Tuesday, November 18, 2014

Post-Puritanville and more


  • Post-Puritanville. Steve Sailer contrasts conservative post-Puritan Englishmen with liberal American ones (SWPL culture with its roots in New England). Interesting inversion since as a whole, the mother country is more liberal and less religious than here. (Lots of non-Puritans so they're not post-Puritans?) Essentially, most English Calvinists lost their faith at the "Enlightenment," the Unitarians being about 150 years ahead of the mainline in apostasy.
  • Study shows millennials turned off by trendy church buildings; prefer a classic sanctuary. That's great. Interesting counter-trend, though, in our low-church Protestant culture, where the country's biggest church is Joel Osteen's former sports arena, which in Baptist tradition doesn't even have a plain cross. Maybe that's a passing "boomer" phenomenon like liberal Catholicism. Also, many "millennials" are secular. Unlike the boomers and older people, if they don't believe, and again a lot of them don't, they just stop going to church when they're grown, or sooner. But yes, I can see young believers wanting this tradition back. Been seeing it among Catholics for 25 years.
  • The failure of Christian Modernism.
  • Christianity and its heresy, leftism, are rival religions.
  • On my not having a lick of devotion to Pope Paul VI: Pope Paul VI implemented the Novus Ordo Mass. By 1970 or so I felt I gave up so much by leaving my High Church Episcopal faith to become a Roman Catholic. I know that buyer's remorse very well. Evelyn Waugh was heartbroken, after decades of trying to convert people. Frank Sheed and so many others were thrown into confusion. Makes the charming local Episcopal church, if it's still conservative, look good in comparison; you can talk yourself into saying you're not really outside the church (Ever meet Anglo-Papalists? That was more of an English phenomenon.) and why not just ignore the nutty liberals running the denomination? "They don't affect us." Episcopal parishes are semi-congregational. The trouble with Paul VI's English Novus Ordo, or should I say Annibale Bugnini's and ICEL's, is you would have no idea from it what the church really teaches about the Mass. If you knew, it was because you knew the old Mass and just assumed it's really the same (true in Latin). (Catholics tend not to care about liturgical English because we "know" that liturgy isn't really in English.) It WAS more Protestant than what we left behind. Benedict XVI fixed that. That said, Paul wasn't a heretic and he held the line on contraception and took the heat for it. So I have no problem accepting him as a true Pope and the church's decision to beatify him. It's just that he was a bad Pope, and you don't have to be personally devoted to every saint and blessed.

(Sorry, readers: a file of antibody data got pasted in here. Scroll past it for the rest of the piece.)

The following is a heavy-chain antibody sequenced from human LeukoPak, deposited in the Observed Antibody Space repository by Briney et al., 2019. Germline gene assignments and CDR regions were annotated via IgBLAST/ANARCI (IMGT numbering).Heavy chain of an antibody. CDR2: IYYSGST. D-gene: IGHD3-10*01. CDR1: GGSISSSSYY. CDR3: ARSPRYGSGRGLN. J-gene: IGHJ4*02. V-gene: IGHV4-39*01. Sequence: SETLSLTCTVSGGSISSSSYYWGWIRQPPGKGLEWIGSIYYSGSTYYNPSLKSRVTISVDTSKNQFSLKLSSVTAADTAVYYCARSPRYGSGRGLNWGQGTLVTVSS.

• And of course the Episcopal Church changed to a point that, in 1977 the conservative wing of the Episcopal Church left, spawning the continuing Anglican Churches. A complicated history my good friend, professional historian William Tighe, knows extremely well. It's disappointing that the Anglo-Catholic Midwestern and Texan dioceses didn't all leave then for the Continuum or the Catholic Church. But they believed in the Anglican Church; they thought the Archbishop of Canterbury would censure the Episcopalians or something. (Wrong since as early as 1970 Canterbury had no theological objection to women priests, so the Americans went ahead.) The Continuers thought something similar, that Canterbury would drop the Episcopalians and replace them with the Continuum as its American franchise, continuing biblical faith and Catholic order. Basically wishful thinking about Anglicanism. I remember that well.

    Anyway, not only did those Anglo-Catholic dioceses not leave (in the end there were only three, and now they and Pittsburgh are in a denomination that defends marriage but ordains women: what?!) but because of Episcopalianism's semi-congregationalism, a lot of parishes stayed put and complained until they turned (or the diocese retook control of them: Good Shepherd, Rosemont) or were closed. St. Thomas, Fifth Avenue, under Fr. Mead, for example, or St. John's, Detroit now under Fr. Kelly. Keep quiet in the media and stay out of diocesan politics, and if you're a full-fledged parish, and especially if you're a rich one (endowment fund), you can more or less be your own Pope.

    Sidebar: the United Church of Christ, arguably the most liberal mainliners, has relatively conservative congregations, because they're the Congregationalists!
  • Whenever I see traditionalist Catholic polemicists arguing that the Novus Ordo resembles an Anglican service I want to ask them, "Have you ever actually been to an Anglican service"? Sure, the Catholics who say that are ignorant but as you know, almost from their beginning, Anglicans were doing church in the round with a table put in the chancel among the choir stalls. What we know as Anglican is mimicking the Roman Catholic Church in the 19th century.
  • Somerville Center Antiques and Incogneeto, Somerville, NJ.

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